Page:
Over a career of nearly fifty years, Lebanese artist Huguette Caland has made paintings, drawings, sculptures and textiles that reflect a life lived outside of convention.
Caland was born in Beirut, Lebanon in 1931. Her father, Bechara El-Khoury, became the country’s first president after Lebanon gained independence from France in 1943. Always a bold and independent figure, Caland chose to marry Paul Caland, the nephew of one of her father’s political rivals. While married, she took a lover, Mustafa, who often appears in her work. In 1964, Caland enrolled as a mature student at the American University in Beirut to study fine art. In 1970, she made the decision to move to Paris, leaving her family and lover behind to pursue her art full-time. She later made her home in Venice, California.
This exhibition focuses on Caland’s early works made in Beirut as well as paintings, drawings and textiles produced while she was living in Paris from 1970–87. This period is marked by exuberant and erotically-charged paintings that challenged conventions around beauty and desire. This is the first museum exhibition of Caland’s work in the UK and celebrates an artist defined by her uncompromising perspective on art and life.
The exhibition opens with Caland’s first painting, Soleil rouge (Red Sun, initially called Cancer) that was made shortly after her father passed away in 1964. This vibrant red painting is like an exploding sun, full of energy and emotion, and painted in an uninhibited style.
This is followed by other early works, made after graduating from the American University in Beirut in 1968. They display some of the qualities that would come to define Caland’s artistic practice. In Kiss1968 and Nous deux (We Two) 1972, she uses bright colours to portray abstract versions of faces and body parts. Erotic Composition 1967–70 shows her fascination with line and the intimacy of much of her subject matter.
Other paintings relate to people or events in her life, such as Helen 1967, referring to her painting teacher Helen Khal, and Exit 1970 that depicts a multitude of people within Caland’s circle of friends and acquaintances. Here, Caland uses solid black lines to define forms, whereas later she focuses more on large expanses of colour.
After moving to Paris in 1970, Caland began to produce a series of works with the title Bribes de corps (Body Parts). A selection of these paintings is brought together here, showing Caland’s continued fascination with her own body and the bodies of others.
These works offer liberated depictions of the female physique at a time when the prevailing fashion was all about being tall and thin. Her magnified views of bodies range from more recognisable forms to ones that are almost entirely abstract, yet still suggestive. Body parts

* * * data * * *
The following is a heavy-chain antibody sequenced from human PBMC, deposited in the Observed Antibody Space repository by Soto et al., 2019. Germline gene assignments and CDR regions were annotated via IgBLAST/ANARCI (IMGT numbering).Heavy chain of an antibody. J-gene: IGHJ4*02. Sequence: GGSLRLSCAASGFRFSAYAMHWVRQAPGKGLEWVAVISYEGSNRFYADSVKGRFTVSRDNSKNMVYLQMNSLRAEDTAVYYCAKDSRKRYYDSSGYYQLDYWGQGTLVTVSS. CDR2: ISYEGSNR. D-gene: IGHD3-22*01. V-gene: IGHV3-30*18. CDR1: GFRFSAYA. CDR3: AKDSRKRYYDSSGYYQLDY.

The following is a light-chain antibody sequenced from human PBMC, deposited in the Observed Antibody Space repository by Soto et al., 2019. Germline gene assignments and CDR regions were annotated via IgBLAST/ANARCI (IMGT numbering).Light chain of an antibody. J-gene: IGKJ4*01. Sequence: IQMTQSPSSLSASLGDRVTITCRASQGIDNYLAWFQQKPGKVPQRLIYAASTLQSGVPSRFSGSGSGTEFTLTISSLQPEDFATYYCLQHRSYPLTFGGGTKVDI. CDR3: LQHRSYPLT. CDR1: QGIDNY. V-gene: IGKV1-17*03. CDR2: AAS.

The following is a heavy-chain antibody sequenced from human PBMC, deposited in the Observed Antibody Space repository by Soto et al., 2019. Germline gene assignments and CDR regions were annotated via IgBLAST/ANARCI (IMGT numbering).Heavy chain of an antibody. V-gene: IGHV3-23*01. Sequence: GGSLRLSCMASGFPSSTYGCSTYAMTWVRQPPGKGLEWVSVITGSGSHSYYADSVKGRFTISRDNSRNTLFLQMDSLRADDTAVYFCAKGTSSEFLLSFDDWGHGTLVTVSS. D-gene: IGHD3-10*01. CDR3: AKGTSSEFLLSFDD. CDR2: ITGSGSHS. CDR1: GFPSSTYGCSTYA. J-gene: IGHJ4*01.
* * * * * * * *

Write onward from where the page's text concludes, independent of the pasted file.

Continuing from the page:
are transformed into bold fields of colour and curving forms which often resemble rolling landscapes or crevices.
Seen together, these works express the pursuit of exuberance and joy that has characterised much of Caland’s art and life:
‘l love every minute of my life... I squeeze it like an orange and eat the peel, because I don’t want to miss a thing.’
The Importance of Line
Caland’s use of line is central to her work, whether in the edges that divide her painted forms or in her numerous ink drawings. While at the American University of Beirut, Caland was taught various techniques, including one in which students were encouraged to begin a drawing at the top of a page and complete it without lifting their hand from the paper.
Some drawings relate to people from Caland’s personal life. In Mustafa acrobate (Mustafa Acrobat) 1971, Mustafa, her lover in Beirut, is drawn as a strongman, adorned with multiple faces and holding up an intricate tangle of bodies and body parts. Other drawings almost resemble musical scores, while Self-Portrait (Bribes de corps) (Body Parts) 1971 and Hi! 1973 are direct celebrations of female sexuality. Flirt 1972, the only series of drawings with a single title, uses minimal lines to depict playful or erotic encounters through the kissing, poking and prodding of lips, noses and mouths.
While living in Beirut in the 1960s, Caland made the decision to reject the western-influenced fashions worn by her peers in favour of loose-fitting kaftans, inspired by the abaya, a form of traditional Arabic dress. Often designed and made by herself, Caland continued to wear kaftans after she moved to Paris, where she met French fashion designer Pierre Cardin. She subsequently collaborated with Cardin to produce more than a hundred kaftans under the ‘Nour’ line.
Shown here are two of Caland’s early kaftans. The First Dress 1970 is decorated with colourful painted shapes, which are separated from sections of bare fabric by hard lines that recall Caland’s ink drawings. Tête à tête (Face to Face) 1971 brings together two faces that almost kiss, which are echoed and reversed in the head of the painted mannequin.
Thoughts of Home
Although Caland had moved to Paris in 1970 while her husband, children and lover stayed in Lebanon, she maintained close relationships with them. In the late 1970s and early 80s, she painted several works that related to Lebanon and her family, such as the three-panel painting Family 1978 and My Parents 1978. Perhaps her most political work, Guerre incivile (Uncivil War) 1981 reflects on the Lebanese Civil War (1975–90) which was ongoing when she made this painting.
Apostu 1986 was made following the death of Caland’s partner, the Romanian sculptor George Apostu, whom she had initially met in the early 1970s but reconnected with in 1983 in Paris. A tender homage to their relationship, this was one of the last paintings she made in Paris before moving to Venice, California.